Paro District (Dzongkha: སྤ་རོ་རྫོང་ཁག་; Wylie: Spa-ro rdzong-khag) is the name of a district (dzongkhag), valley, river and town (population 20,000) in Bhutan. It is one of the most historic valleys in Bhutan. Both trade goods and invading Tibetans came over the pass at the head of the valley, giving Paro the closest cultural connection with Tibet of any Bhutanese district. The dominant language in Paro is Dzongkha, the national language.
Northern Paro District (the gewogs of Doteng and Tsento) contains part of Jigme Dorji National Park and the biological corridor connecting it to Torsa Strict Nature Reserve in neighboring Haa District.
Important cultural sites of Paro include:
- Taktshang, or Tiger's Nest, the most famous monastery and ancient highlights for the people of Bhutan. It was founded as a meditating cave by the famous saint Guru Padmasambhava in the early 8th century upon subjugating a demon and forcing him to take an oath to be the local protector of the region towards the very end.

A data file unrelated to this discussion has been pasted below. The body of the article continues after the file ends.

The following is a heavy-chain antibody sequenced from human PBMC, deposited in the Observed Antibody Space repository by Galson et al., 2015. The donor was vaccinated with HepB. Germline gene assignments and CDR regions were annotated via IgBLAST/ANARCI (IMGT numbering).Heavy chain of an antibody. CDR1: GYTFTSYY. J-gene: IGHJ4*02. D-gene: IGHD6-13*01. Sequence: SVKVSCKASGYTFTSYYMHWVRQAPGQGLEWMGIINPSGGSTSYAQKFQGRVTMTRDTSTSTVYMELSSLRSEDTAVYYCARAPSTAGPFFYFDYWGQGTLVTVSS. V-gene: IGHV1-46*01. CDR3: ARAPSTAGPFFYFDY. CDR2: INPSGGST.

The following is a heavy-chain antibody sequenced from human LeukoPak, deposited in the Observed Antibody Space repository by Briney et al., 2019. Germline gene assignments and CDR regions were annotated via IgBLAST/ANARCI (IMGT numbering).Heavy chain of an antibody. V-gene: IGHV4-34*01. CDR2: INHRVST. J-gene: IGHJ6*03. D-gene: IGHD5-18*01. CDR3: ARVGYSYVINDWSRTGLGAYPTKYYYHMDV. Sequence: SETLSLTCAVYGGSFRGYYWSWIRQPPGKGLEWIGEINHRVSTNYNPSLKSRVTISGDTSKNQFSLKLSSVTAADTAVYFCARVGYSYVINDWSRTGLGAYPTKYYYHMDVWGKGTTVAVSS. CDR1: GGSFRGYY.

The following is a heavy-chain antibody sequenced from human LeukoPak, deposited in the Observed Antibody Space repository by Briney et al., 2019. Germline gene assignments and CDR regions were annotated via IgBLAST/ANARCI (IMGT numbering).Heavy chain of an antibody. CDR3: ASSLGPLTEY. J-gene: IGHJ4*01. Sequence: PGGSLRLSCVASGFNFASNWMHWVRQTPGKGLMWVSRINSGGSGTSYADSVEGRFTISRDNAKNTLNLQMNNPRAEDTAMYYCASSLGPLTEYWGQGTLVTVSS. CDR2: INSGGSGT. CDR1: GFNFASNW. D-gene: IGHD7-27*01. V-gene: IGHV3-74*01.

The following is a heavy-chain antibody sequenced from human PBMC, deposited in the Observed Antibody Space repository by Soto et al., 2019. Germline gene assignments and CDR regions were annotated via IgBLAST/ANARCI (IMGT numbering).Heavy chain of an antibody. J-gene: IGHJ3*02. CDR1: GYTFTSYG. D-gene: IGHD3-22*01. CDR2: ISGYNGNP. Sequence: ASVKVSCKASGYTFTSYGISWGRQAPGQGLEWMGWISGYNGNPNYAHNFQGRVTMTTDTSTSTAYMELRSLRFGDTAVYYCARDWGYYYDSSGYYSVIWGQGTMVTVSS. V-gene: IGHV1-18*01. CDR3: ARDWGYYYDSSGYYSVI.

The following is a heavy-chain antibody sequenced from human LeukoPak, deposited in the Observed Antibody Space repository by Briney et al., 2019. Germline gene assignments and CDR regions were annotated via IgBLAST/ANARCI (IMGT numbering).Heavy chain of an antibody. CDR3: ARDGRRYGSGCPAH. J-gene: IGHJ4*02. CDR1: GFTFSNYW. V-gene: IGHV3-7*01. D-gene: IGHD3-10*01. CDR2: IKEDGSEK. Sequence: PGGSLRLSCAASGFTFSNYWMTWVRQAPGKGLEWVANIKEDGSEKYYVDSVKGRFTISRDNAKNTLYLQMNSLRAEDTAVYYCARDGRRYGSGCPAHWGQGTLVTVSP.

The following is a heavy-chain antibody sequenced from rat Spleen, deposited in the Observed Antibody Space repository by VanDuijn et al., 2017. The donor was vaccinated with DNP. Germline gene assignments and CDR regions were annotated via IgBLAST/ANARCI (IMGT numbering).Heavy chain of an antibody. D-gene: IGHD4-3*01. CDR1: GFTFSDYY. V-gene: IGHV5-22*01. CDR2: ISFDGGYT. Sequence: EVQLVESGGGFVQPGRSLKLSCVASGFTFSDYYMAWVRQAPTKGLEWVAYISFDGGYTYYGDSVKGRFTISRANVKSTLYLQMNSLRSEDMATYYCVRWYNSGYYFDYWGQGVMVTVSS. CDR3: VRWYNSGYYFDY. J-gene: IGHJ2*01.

- Kyichu Lhakhang, which along with Jambay Lhakhang in central Bhutan is the oldest temple in Bhutan, dating to the 7th century.
- Drukgyel Dzong, at the upper end of the valley, built to protect against invading Tibetans, but in ruins since a fire in the 1950s.
- Paro Town, the single market town in the dzonghag which is booming (by Bhutanese standards) due to an influx of tourist dollars.
- Rinpung Dzong, also known as Paro Dzong, the massive fortress/monastery which is also the administrative center of the dzonkhag. Scenes from the movie Little Buddha were filmed in and around this dzong.
- The National Museum of Bhutan, where visitors can learn about the culture of Bhutan.
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